UK MP speaks against Bermuda same-sex marriage law
Gay Member of Parliament Chris Bryant is taking the British government to task to defend same-sex marriage in Bermuda, a British overseas territory.

"It is a deeply unpleasant and very cynical piece of legislation," Bryant, 56, a member of the Labour Party, argued during a debate Monday on the Bermuda bill in the House of Commons.

Bermuda's Supreme Court legalized same-sex marriage in May 2017. Seven months later the territory's House and Senate passed the Domestic Partnership Act 2017, which would replace same-sex marriage.

Bermuda Governor John Rankin hasn't signed the bill into law yet. Marriage equality advocates have urged the governor to veto it.

Same-sex marriages continue to be performed on the island and on cruise ships making ports of call.

Bryant said that the governor is within his rights to delay a final decision or refuse Royal Assent. He said he hopes the governor isn't forced into a decision by the foreign secretary and that he allows the bill to remain on the table for the Bermuda Supreme Court to take up the issue again.

"It almost certainly will," he said.

If the bill is signed into law, existing marriages will remain valid, reported the Royal Gazette.

A gay couple, Winston Godwin, a Bermudian, and his Canadian partner, Greg DeRoche, who brought the case against the registrar-general for not registering their marriage to the Bermuda Supreme Court, wed in Canada. It's unclear if the couple's marriage will be similarly recognized by Bermuda.

Same-sex marriage is legal in England, Wales, and Scotland. It's still illegal in Northern Ireland and many of the British Commonwealth territories.

During the debate Bryant argued that if the bill is signed into law it would tarnish Britain's international reputation, damage tourism with cruise lines, and is out of line with Bermudian and international law.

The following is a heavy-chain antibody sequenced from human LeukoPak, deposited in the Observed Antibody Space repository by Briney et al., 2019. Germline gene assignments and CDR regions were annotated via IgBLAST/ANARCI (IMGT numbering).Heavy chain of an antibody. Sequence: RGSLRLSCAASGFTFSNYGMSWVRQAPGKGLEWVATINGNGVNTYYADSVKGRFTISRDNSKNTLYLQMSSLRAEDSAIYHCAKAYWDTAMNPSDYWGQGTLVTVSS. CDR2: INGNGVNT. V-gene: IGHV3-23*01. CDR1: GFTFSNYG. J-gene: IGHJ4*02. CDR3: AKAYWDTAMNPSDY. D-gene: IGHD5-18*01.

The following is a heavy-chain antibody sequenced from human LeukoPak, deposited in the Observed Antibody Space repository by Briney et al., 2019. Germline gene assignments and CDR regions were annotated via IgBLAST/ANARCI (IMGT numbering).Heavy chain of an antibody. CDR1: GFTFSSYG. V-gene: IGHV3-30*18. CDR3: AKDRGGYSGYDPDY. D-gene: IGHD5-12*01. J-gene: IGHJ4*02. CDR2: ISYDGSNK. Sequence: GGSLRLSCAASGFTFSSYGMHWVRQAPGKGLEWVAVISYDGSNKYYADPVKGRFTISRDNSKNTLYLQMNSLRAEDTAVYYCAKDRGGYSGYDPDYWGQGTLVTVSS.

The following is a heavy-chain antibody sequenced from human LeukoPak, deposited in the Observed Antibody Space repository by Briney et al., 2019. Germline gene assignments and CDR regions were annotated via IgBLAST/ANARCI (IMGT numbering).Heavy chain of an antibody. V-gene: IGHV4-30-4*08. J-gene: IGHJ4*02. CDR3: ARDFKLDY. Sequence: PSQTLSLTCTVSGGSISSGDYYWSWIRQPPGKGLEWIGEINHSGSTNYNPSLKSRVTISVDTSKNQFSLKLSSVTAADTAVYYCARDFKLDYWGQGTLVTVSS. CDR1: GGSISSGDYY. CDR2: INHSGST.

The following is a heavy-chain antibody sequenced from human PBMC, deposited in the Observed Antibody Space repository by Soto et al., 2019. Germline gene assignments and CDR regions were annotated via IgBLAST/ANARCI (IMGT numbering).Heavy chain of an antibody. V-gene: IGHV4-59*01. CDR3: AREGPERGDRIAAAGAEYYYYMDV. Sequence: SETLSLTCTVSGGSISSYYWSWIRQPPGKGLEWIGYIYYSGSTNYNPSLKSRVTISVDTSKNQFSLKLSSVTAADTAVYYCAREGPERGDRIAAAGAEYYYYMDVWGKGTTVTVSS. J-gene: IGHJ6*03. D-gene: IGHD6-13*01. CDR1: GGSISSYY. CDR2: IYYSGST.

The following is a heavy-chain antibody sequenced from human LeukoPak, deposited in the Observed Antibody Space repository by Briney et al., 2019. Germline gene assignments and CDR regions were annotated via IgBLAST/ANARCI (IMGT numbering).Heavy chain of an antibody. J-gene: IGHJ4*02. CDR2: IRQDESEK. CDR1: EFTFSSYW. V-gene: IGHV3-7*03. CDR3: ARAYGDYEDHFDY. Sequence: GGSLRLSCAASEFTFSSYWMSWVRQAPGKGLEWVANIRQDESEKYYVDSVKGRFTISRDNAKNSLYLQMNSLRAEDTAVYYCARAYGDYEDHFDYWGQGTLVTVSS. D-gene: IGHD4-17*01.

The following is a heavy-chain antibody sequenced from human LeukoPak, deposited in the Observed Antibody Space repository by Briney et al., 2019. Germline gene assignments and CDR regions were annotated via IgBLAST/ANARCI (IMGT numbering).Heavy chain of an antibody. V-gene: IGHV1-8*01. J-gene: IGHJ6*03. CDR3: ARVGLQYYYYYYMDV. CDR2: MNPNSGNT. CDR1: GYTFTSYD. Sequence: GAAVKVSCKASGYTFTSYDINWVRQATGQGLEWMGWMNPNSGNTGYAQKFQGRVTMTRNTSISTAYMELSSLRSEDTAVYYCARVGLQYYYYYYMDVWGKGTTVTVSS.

Bryant cited international headlines, labeling Bermuda as potentially the first country to reverse same-sex marriage, and noted tourism concerns, such as luxury cruise liner Cunard, which advertises and hosts same-sex wedding ceremonies while at port in Bermuda.

Gay conservative Sir Alan Duncan in the British House of Commons expressed disappointment about Bermuda's legislation downgrading same-sex marriage to domestic partnership status.

"We are obviously disappointed about the removal of same-sex marriage rights," said Duncan. He noted that the House of Commons was carefully weighing the implications of the bill, Britain's responsibility, and the island territory's autonomy.

Duncan said that it would be an "exceptional step" for Britain to intervene with territories' legislative autonomous processes.

"This government has no plans to impose same-sex marriage in the overseas territories," Duncan said, reminding Bryant that the U.K. took a long time to legalize same-sex marriage.

Case challenges buggery laws in Trinidad and Tobago
A hearing for a landmark case challenging Trinidad and Tobago's colonial-era buggery laws was held January 30 in the Caribbean country's High Court.

The case, filed by Trinidad-born LGBT rights activist Jason Jones, who lives in the U.K., calls for the discriminatory laws to be struck down.

"We inherited these laws from Britain, but my own government extended the law from only gay men to include lesbians as well after we gained our independence," Jones wrote to Pink News.

"I am a criminal simply because I am a gay man," along with 100,000 other LGBT people on the islands, he wrote.

Jones said that he's received more than 60 death threats and hundreds of hate messages on social media for challenging the law.

A judge will announce a decision within the coming weeks, Jones told Pink News.

Jones believes that his case goes beyond Trinidad and Tobago, and could lead to similar laws being struck down in Antigua, Barbados, Graves, Grenada, Jamaica, St. Kitts, St. Lucia, and St. Vincent.

The aforementioned Tomlinson, who has his own challenge in the Jamaican courts against that country's buggery laws, refuted Jones' claims of his case's effect on other Caribbean countries.

Tomlinson stated that if the judge agrees and strikes down the law it would only have a positive cultural effect on the region, not a legal one.

It "would be persuasive but it would not be binding on other Caribbean nations," Tomlinson told Pink News.

"Each of the independent Caribbean countries with anti-sodomy laws would have to abolish them through their own courts or Parliament," he said.

Got international LGBT news tips? Call or send them to Heather Cassell at Skype: heather.cassell or oitwnews@gmail.com.